The Baird mechanical system was incredible: for truly live images it had to use a “flying spot” camera where the scene (the face of a presenter sitting in a pitch black booth) was raster-scanned with a high intensity dot of light and the resulting reflected light level picked up by a photo-sensor. In order to achieve 240 lines of resolution, two rotating discs were used; one a metre in diameter and spinning so fast its edges were almost supersonic, and a synchronised slower disc with a spiral mask which selected one of several sets of dots on the main disc.

More general scenes of groups of performers and so on were recorded live to film which was developed in a portable ‘lab’ mounted beneath the camera, ready to be scanned by a flying spot scanner some 54 seconds later – this was effectively the first ever telecine machine. The transition from live to telecine sections required logistical coordination around the 54 second delay, meaning that the performers had to start 54 seconds before the live announcer stopped talking, and the announcer had to wait in silence after the performance ended before someone jabbed him in the ribs through a hole in the side of the booth and he could start talking again. (I found this whole thing baffling: why was it important that any of it was truly ‘live’? Why not just do it all delayed by 54 seconds? Perhaps, as was implied in the program, the telecine images were not quite as crisp as the live..?).

Anyway, the writing was on the wall for the mechanical system, and the six month competition was terminated after only three months. My question is: why did it take so long? Why did people go to such heroic lengths to pursue a solution that was so obviously doomed? Perhaps men’s fascination with spinning discs in preference to electronic solutions is universal. I have no doubt that there were some diehards who thought that the mechanical system somehow captured a better picture than a soulless glass tube.

The Engineering Department of Cambridge University had the fun of developing the replica flying spot camera (although with only 60 lines of resolution as opposed to the original 240). Things got a bit fraught in the build up to the ‘launch’ however: a persistent mechanical howl from the disc mechanism threatened to ruin everything. It seemed to take several hours of effort and anguish before someone had the bright idea of applying a drop of oil…

None of the original presenters, performers or staff present at the launch night are still with us, but the BBC did manage to track down a 104 year old engineer who worked for Baird. The launch of television seems like so long ago, and yet this man was already 24 when it happened. He is still sharp as a pin and when Hugh Hunt of Cambridge University told him he was building a replica flying spot machine using an aluminium disc instead of the original steel, his brow furrowed immediately and he asked “Are you sure aluminium will be strong enough to withstand the centrifugal force?”.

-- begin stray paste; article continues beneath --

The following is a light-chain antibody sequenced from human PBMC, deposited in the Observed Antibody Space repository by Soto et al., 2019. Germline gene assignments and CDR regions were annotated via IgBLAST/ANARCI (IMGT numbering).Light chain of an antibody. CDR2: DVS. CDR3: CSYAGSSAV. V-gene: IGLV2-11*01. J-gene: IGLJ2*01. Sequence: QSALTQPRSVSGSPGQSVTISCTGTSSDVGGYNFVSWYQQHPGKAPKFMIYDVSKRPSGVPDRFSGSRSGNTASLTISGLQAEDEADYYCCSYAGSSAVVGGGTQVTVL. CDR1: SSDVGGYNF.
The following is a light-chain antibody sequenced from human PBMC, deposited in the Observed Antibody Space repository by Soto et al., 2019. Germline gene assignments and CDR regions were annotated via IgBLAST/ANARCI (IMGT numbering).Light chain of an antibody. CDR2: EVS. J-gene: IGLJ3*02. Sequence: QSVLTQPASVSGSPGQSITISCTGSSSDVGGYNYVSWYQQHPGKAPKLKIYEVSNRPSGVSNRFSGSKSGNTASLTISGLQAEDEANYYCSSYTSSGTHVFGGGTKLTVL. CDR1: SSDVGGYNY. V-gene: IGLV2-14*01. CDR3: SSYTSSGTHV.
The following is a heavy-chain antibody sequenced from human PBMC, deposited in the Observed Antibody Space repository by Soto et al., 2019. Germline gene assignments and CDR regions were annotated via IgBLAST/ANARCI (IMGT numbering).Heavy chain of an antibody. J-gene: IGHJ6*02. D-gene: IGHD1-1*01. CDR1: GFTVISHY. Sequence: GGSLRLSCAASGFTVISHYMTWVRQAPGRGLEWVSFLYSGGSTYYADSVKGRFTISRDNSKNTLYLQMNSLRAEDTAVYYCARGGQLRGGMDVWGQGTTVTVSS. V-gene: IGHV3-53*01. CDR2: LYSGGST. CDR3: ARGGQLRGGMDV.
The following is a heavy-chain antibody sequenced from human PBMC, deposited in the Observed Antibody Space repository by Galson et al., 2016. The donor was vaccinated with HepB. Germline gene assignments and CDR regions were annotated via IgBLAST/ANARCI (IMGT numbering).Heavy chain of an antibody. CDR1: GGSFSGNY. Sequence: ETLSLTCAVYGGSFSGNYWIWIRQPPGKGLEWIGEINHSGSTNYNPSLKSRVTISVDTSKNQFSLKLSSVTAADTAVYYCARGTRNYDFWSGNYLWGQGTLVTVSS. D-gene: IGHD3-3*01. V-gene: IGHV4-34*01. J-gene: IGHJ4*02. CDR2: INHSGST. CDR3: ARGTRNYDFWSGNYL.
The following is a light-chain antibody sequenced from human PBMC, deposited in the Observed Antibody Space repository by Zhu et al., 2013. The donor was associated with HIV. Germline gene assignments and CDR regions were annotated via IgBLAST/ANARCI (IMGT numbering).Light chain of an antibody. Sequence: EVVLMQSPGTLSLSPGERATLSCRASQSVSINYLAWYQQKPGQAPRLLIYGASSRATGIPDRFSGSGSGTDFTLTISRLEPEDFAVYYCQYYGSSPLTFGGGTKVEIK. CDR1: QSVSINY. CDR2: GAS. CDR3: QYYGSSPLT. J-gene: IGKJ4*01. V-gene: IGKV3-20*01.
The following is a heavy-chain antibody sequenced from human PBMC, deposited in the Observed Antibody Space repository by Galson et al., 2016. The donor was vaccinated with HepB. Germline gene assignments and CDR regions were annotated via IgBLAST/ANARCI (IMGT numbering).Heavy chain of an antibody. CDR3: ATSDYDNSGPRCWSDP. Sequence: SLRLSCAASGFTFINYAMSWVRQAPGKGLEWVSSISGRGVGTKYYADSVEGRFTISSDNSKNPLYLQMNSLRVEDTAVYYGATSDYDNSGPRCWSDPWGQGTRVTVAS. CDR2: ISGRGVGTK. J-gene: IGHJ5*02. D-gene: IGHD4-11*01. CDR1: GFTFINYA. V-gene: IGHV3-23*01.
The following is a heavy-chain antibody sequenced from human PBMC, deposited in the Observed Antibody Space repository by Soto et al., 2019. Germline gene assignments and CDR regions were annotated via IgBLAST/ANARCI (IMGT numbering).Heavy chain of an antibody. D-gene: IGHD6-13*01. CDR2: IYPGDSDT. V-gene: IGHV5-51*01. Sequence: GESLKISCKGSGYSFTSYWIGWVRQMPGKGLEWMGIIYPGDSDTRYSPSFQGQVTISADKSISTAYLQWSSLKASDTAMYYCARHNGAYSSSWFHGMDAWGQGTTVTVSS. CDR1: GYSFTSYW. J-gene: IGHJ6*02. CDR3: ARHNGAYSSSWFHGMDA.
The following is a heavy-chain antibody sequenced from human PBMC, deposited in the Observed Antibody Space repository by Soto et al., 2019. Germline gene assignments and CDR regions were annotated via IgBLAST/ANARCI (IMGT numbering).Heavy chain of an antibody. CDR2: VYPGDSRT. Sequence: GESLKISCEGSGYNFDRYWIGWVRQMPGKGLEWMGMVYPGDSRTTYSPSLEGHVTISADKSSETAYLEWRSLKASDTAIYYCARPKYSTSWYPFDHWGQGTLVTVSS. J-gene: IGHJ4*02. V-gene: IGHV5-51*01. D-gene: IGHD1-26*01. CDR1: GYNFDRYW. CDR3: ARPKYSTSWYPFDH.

I enjoyed seeing the old abandoned studios in Alexandra Palace, and Paul Marshall‘s barn full of old TV equipment, including some of the earliest camera tubes in existence. He has built a working camera based on a genuine Iconoscope tube, using modern electronics to drive it, giving us a close re-creation of pre-war electronic TV pictures. I somehow find old TV equipment quite moving; TV was an important part of my childhood and I can’t help but think of the snippets of the golden past that might have been captured through those lenses.

Neural Adaptation

Just an interesting snippet regarding a characteristic of human hearing (and all our senses). It is called neural adaptation.

Neural adaptation or sensory adaptation is a change over time in the responsiveness of the sensory system to a constant stimulus. It is usually experienced as a change in the stimulus. For example, if one rests one’s hand on a table, one immediately feels the table’s surface on one’s skin. Within a few seconds, however, one ceases to feel the table’s surface. The sensory neurons stimulated by the table’s surface respond immediately, but then respond less and less until they may not respond at all; this is an example of neural adaptation. Neural adaptation is also thought to happen at a more central level such as the cortex.

Fast and slow adaptation
One has to distinguish fast adaptation from slow adaptation. Fast adaptation occurs immediately after stimulus presentation i.e., within 100s of milliseconds. Slow adaptive processes that take minutes, hours or even days. The two classes of neural adaptation may rely on very different physiological mechanisms.

Auditory adaptation, as perceptual adaptation with other senses, is the process by which individuals adapt to sounds and noises. As research has shown, as time progresses, individuals tend to adapt to sounds and tend to distinguish them less frequently after a while. Sensory adaptation tends to blend sounds into one, variable sound, rather than having several separate sounds as a series. Moreover, after repeated perception, individuals tend to adapt to sounds to the point where they no longer consciously perceive it, or rather, “block it out”.

What this says to me is that perceived sound characteristics are variable depending on how long the person has been listening, and to what sequence of ‘stimulii’. Our senses, to some extent, are change detectors not ‘direct coupled’.

Something of a conundrum for listening-based audio equipment testing..? Our hearing begins to change the moment we start listening. It becomes desensitised to repeated exposure to a sound – one of the cornerstones of many types of listening-based testing.